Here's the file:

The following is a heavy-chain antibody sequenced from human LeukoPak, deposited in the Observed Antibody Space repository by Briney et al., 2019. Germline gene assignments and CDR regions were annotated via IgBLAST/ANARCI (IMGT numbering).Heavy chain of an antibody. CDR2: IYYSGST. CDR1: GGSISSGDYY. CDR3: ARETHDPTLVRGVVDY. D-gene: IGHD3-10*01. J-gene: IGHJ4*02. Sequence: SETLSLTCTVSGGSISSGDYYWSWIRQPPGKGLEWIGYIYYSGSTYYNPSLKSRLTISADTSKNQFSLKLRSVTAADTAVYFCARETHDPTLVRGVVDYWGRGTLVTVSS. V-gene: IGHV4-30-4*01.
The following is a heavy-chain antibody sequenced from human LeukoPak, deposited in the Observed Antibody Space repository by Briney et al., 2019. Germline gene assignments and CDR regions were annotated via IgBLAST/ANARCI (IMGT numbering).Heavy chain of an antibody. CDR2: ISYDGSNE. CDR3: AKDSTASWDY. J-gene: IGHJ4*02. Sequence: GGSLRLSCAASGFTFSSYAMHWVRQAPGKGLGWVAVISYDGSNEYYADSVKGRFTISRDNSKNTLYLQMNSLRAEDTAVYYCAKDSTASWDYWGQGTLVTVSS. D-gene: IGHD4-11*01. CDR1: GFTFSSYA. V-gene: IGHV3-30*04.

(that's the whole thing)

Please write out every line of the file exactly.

The following is a heavy-chain antibody sequenced from human LeukoPak, deposited in the Observed Antibody Space repository by Briney et al., 2019. Germline gene assignments and CDR regions were annotated via IgBLAST/ANARCI (IMGT numbering).Heavy chain of an antibody. CDR2: IYYSGST. CDR1: GGSISSGDYY. CDR3: ARETHDPTLVRGVVDY. D-gene: IGHD3-10*01. J-gene: IGHJ4*02. Sequence: SETLSLTCTVSGGSISSGDYYWSWIRQPPGKGLEWIGYIYYSGSTYYNPSLKSRLTISADTSKNQFSLKLRSVTAADTAVYFCARETHDPTLVRGVVDYWGRGTLVTVSS. V-gene: IGHV4-30-4*01.
The following is a heavy-chain antibody sequenced from human LeukoPak, deposited in the Observed Antibody Space repository by Briney et al., 2019. Germline gene assignments and CDR regions were annotated via IgBLAST/ANARCI (IMGT numbering).Heavy chain of an antibody. CDR2: ISYDGSNE. CDR3: AKDSTASWDY. J-gene: IGHJ4*02. Sequence: GGSLRLSCAASGFTFSSYAMHWVRQAPGKGLGWVAVISYDGSNEYYADSVKGRFTISRDNSKNTLYLQMNSLRAEDTAVYYCAKDSTASWDYWGQGTLVTVSS. D-gene: IGHD4-11*01. CDR1: GFTFSSYA. V-gene: IGHV3-30*04.